Iran's cyber police force is poised to launch a new crackdown on software that lets many Iranians circumvent the regime's Internet censorship, media reported on Sunday.
The operation will target VPNs, or Virtual Private Networks, which use a secure protocol to encrypt users' data, foiling online blocks put in place by Iran's authorities, according to the head of the specialised police unit, Kamal Hadianfar.
"It has been agreed that a commission (within the cyber police) be formed to block illegal VPNs," he was quoted as saying in a report originally published by the Mehr news agency.
"About 20 to 30 percent of (Iranian internet) users use VPN," or more than seven million people out of the country's 36 million web users, he added.
Legal VPNs would only be used by "the likes of airlines, ministries, (state) organisations and banks," he said -- and even they would be monitored by the commission.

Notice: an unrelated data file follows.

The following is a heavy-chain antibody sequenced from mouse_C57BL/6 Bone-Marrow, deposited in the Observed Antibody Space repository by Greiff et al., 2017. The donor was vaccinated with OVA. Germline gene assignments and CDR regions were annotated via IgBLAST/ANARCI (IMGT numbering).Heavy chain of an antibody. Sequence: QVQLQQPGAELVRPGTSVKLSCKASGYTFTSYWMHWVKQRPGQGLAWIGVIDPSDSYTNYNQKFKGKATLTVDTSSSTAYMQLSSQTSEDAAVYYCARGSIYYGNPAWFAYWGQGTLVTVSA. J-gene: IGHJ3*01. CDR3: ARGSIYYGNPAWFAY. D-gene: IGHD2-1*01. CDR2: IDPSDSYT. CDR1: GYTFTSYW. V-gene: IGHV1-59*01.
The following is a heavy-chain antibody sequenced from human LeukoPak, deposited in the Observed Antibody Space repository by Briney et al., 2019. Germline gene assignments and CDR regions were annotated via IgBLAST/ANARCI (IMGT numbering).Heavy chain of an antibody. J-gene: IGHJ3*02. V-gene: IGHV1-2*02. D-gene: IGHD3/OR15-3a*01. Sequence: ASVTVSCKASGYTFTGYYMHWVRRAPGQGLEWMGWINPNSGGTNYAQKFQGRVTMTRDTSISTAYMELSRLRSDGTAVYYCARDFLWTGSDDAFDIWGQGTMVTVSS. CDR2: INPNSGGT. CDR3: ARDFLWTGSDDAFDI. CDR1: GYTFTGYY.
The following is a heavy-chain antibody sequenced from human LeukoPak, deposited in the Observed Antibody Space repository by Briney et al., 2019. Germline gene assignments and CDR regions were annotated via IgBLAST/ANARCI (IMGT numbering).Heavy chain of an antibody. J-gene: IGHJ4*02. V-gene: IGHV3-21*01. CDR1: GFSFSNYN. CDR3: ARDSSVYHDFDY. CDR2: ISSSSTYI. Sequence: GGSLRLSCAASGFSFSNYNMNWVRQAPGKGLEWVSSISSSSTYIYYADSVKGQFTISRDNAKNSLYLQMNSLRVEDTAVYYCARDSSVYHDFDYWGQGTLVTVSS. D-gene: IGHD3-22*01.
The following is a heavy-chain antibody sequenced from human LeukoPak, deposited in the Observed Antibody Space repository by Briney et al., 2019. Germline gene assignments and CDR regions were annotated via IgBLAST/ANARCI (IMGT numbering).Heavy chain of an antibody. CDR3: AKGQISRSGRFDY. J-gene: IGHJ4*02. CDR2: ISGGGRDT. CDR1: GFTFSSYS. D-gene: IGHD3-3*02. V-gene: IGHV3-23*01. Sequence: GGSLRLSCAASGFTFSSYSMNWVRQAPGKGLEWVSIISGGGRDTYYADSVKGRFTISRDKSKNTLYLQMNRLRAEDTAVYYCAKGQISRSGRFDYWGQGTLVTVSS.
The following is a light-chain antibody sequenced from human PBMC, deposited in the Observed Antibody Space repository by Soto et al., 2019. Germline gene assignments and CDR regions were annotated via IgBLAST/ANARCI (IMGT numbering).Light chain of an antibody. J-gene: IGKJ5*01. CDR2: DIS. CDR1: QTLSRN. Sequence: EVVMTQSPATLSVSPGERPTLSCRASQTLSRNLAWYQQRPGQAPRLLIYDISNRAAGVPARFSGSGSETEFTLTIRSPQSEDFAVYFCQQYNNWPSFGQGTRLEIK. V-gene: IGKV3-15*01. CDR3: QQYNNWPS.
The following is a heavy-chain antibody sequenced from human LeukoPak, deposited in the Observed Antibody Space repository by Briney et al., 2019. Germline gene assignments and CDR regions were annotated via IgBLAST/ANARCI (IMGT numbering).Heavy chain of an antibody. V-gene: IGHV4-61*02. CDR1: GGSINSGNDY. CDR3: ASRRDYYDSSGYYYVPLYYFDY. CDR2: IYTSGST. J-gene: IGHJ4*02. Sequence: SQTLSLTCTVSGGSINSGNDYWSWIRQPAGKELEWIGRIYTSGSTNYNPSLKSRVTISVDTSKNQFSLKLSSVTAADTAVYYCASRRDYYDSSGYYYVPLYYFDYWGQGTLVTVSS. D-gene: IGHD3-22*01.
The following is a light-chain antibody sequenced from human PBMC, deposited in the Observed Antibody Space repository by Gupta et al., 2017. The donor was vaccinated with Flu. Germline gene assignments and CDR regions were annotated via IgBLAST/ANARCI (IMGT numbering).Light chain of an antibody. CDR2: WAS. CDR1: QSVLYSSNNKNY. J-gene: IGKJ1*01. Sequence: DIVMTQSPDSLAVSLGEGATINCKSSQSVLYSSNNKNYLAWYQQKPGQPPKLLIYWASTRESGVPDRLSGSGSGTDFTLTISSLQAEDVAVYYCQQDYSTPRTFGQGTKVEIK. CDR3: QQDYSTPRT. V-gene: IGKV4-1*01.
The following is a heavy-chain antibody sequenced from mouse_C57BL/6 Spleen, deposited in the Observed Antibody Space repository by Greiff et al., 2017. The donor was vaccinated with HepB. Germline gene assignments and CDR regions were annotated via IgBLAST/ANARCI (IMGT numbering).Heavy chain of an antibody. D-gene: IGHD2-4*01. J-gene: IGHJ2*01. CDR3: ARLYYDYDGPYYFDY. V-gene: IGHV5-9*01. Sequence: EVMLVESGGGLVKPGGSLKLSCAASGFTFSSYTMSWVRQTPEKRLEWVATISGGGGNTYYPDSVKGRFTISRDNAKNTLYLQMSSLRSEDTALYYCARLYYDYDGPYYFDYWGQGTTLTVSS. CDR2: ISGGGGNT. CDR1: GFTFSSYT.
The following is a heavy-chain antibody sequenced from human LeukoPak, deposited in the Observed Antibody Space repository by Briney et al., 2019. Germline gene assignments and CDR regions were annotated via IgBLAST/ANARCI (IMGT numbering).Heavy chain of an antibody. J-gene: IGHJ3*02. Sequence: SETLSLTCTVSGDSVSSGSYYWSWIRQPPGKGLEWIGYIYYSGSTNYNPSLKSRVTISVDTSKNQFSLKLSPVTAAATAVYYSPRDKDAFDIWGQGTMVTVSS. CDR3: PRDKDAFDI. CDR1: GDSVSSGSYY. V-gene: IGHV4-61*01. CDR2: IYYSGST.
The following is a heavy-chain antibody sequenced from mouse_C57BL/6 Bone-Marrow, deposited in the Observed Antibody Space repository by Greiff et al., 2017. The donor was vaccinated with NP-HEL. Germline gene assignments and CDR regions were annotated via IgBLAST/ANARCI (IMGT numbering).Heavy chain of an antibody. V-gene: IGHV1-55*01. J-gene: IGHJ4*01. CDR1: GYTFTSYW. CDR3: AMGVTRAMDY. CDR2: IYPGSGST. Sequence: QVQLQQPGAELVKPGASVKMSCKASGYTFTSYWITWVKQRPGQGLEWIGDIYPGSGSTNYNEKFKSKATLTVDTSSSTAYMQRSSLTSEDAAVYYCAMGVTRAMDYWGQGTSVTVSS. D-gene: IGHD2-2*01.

Iran has long tried to stop its population accessing millions of foreign websites authorities see as undermining the Islamic regime, including Facebook, Twitter, the online pages of the BBC and CNN, many torrent sites, blogs, and pornographic hubs.
"Some websites are obscene and others are officially hostile towards the Islamic republic's system. (Thus), in the interest of the people and in order to prevent the collapse of families... there is blocking of the Internet," Hadianfar said.
The Islamic republic's suppressing of the Internet has intensified since President Mahmoud Ahmadinejad was returned to office in a disputed 2009 election that sparked a wave of anti-government protests, mostly organised online.